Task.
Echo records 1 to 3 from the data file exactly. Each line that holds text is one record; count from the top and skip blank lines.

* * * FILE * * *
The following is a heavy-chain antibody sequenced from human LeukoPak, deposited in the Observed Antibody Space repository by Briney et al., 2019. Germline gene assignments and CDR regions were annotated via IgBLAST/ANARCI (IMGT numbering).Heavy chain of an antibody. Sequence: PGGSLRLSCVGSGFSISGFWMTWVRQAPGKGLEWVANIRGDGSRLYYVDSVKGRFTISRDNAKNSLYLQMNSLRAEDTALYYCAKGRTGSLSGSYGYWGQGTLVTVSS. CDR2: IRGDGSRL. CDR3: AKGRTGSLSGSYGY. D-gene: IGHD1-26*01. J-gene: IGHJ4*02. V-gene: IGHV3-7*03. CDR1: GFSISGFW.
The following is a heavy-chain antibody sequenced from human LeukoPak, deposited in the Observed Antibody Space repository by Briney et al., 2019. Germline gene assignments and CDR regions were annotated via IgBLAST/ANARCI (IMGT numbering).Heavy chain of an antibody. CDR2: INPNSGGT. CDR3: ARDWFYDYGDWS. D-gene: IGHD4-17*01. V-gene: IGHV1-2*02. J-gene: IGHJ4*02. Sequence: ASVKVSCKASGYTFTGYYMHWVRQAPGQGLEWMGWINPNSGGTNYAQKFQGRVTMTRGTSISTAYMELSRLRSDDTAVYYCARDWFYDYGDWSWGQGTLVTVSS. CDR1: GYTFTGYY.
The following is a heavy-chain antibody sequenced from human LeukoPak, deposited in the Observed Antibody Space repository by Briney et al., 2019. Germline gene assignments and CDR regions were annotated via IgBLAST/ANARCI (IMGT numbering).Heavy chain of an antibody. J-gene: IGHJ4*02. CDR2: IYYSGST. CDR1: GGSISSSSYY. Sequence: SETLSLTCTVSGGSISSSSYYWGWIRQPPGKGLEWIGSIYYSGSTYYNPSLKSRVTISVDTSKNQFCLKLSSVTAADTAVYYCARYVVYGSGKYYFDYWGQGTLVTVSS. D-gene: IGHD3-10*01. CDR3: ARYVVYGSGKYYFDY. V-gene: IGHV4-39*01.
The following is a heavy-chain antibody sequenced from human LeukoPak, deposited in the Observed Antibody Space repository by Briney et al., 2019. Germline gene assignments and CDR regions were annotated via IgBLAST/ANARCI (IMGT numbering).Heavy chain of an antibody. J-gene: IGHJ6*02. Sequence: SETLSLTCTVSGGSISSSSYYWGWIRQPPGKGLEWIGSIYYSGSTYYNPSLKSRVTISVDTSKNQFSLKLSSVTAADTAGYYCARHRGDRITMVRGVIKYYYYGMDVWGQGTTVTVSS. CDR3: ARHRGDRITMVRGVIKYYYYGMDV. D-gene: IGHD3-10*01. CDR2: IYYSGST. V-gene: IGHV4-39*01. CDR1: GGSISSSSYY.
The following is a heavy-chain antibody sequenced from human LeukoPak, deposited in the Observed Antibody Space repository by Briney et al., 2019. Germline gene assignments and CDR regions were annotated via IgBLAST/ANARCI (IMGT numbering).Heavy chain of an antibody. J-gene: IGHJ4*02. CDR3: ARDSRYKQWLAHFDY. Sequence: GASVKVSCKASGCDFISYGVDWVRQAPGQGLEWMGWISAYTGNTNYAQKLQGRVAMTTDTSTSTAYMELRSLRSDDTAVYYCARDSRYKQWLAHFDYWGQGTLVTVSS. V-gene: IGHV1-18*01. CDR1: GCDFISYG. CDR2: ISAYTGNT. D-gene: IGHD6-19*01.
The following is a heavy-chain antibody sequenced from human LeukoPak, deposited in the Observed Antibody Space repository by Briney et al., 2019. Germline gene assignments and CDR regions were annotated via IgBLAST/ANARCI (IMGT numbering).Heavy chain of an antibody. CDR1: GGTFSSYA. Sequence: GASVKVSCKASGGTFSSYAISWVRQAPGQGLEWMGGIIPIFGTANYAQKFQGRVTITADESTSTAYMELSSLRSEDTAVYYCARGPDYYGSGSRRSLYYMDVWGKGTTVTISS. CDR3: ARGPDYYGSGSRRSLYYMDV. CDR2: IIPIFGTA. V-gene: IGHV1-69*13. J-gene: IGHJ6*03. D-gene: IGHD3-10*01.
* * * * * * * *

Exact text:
The following is a heavy-chain antibody sequenced from human LeukoPak, deposited in the Observed Antibody Space repository by Briney et al., 2019. Germline gene assignments and CDR regions were annotated via IgBLAST/ANARCI (IMGT numbering).Heavy chain of an antibody. Sequence: PGGSLRLSCVGSGFSISGFWMTWVRQAPGKGLEWVANIRGDGSRLYYVDSVKGRFTISRDNAKNSLYLQMNSLRAEDTALYYCAKGRTGSLSGSYGYWGQGTLVTVSS. CDR2: IRGDGSRL. CDR3: AKGRTGSLSGSYGY. D-gene: IGHD1-26*01. J-gene: IGHJ4*02. V-gene: IGHV3-7*03. CDR1: GFSISGFW.
The following is a heavy-chain antibody sequenced from human LeukoPak, deposited in the Observed Antibody Space repository by Briney et al., 2019. Germline gene assignments and CDR regions were annotated via IgBLAST/ANARCI (IMGT numbering).Heavy chain of an antibody. CDR2: INPNSGGT. CDR3: ARDWFYDYGDWS. D-gene: IGHD4-17*01. V-gene: IGHV1-2*02. J-gene: IGHJ4*02. Sequence: ASVKVSCKASGYTFTGYYMHWVRQAPGQGLEWMGWINPNSGGTNYAQKFQGRVTMTRGTSISTAYMELSRLRSDDTAVYYCARDWFYDYGDWSWGQGTLVTVSS. CDR1: GYTFTGYY.
The following is a heavy-chain antibody sequenced from human LeukoPak, deposited in the Observed Antibody Space repository by Briney et al., 2019. Germline gene assignments and CDR regions were annotated via IgBLAST/ANARCI (IMGT numbering).Heavy chain of an antibody. J-gene: IGHJ4*02. CDR2: IYYSGST. CDR1: GGSISSSSYY. Sequence: SETLSLTCTVSGGSISSSSYYWGWIRQPPGKGLEWIGSIYYSGSTYYNPSLKSRVTISVDTSKNQFCLKLSSVTAADTAVYYCARYVVYGSGKYYFDYWGQGTLVTVSS. D-gene: IGHD3-10*01. CDR3: ARYVVYGSGKYYFDY. V-gene: IGHV4-39*01.